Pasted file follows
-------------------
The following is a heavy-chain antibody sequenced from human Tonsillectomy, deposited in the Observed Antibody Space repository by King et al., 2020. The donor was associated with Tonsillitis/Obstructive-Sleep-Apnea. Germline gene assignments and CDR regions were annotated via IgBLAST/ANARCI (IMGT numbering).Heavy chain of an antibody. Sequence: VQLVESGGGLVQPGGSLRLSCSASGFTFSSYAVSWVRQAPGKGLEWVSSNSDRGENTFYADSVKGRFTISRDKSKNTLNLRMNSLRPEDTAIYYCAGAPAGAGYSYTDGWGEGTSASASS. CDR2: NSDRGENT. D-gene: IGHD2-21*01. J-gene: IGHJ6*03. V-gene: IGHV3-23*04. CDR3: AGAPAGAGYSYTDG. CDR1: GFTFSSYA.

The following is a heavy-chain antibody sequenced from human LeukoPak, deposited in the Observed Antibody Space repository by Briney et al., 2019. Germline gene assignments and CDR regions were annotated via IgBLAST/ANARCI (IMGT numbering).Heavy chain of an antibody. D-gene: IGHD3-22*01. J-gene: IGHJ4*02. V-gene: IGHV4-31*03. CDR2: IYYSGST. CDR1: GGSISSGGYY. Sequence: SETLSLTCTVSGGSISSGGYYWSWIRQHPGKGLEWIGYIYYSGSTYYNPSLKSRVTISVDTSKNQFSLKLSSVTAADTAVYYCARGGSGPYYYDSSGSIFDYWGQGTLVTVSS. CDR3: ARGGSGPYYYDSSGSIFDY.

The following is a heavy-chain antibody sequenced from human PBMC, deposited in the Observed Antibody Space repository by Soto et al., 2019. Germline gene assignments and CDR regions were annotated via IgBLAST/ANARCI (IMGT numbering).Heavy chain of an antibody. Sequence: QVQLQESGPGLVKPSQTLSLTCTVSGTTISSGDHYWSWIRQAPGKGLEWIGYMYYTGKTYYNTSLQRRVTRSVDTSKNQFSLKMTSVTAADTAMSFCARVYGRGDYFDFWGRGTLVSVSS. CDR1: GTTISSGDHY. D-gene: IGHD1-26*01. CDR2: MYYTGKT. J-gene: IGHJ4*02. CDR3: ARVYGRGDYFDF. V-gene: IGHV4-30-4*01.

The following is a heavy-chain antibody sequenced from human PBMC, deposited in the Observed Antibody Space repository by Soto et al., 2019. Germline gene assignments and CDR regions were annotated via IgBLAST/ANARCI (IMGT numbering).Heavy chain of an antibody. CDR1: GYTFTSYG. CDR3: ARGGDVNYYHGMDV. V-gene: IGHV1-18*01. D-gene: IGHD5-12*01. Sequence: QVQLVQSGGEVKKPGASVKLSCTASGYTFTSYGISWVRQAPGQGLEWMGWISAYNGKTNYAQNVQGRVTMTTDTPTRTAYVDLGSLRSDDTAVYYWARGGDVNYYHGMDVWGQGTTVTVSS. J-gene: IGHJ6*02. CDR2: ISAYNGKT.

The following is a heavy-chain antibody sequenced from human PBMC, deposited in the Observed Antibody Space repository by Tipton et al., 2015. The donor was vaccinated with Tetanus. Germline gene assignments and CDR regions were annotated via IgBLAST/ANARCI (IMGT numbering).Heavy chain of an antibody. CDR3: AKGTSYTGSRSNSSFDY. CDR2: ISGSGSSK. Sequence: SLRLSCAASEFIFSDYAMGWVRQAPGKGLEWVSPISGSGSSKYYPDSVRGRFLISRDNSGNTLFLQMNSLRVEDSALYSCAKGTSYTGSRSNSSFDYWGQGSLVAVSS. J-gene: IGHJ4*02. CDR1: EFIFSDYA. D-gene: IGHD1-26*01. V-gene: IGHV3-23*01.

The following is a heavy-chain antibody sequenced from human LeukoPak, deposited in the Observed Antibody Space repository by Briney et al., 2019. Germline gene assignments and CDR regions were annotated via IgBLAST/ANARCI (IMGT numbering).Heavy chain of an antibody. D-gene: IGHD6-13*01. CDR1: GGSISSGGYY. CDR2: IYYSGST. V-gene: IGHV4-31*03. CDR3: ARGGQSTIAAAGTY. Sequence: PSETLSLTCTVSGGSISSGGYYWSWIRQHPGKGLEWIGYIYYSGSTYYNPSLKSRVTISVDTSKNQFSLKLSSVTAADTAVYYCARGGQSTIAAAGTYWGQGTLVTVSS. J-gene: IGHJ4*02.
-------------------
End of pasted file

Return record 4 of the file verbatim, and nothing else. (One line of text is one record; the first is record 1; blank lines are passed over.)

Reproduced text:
The following is a heavy-chain antibody sequenced from human PBMC, deposited in the Observed Antibody Space repository by Soto et al., 2019. Germline gene assignments and CDR regions were annotated via IgBLAST/ANARCI (IMGT numbering).Heavy chain of an antibody. CDR1: GYTFTSYG. CDR3: ARGGDVNYYHGMDV. V-gene: IGHV1-18*01. D-gene: IGHD5-12*01. Sequence: QVQLVQSGGEVKKPGASVKLSCTASGYTFTSYGISWVRQAPGQGLEWMGWISAYNGKTNYAQNVQGRVTMTTDTPTRTAYVDLGSLRSDDTAVYYWARGGDVNYYHGMDVWGQGTTVTVSS. J-gene: IGHJ6*02. CDR2: ISAYNGKT.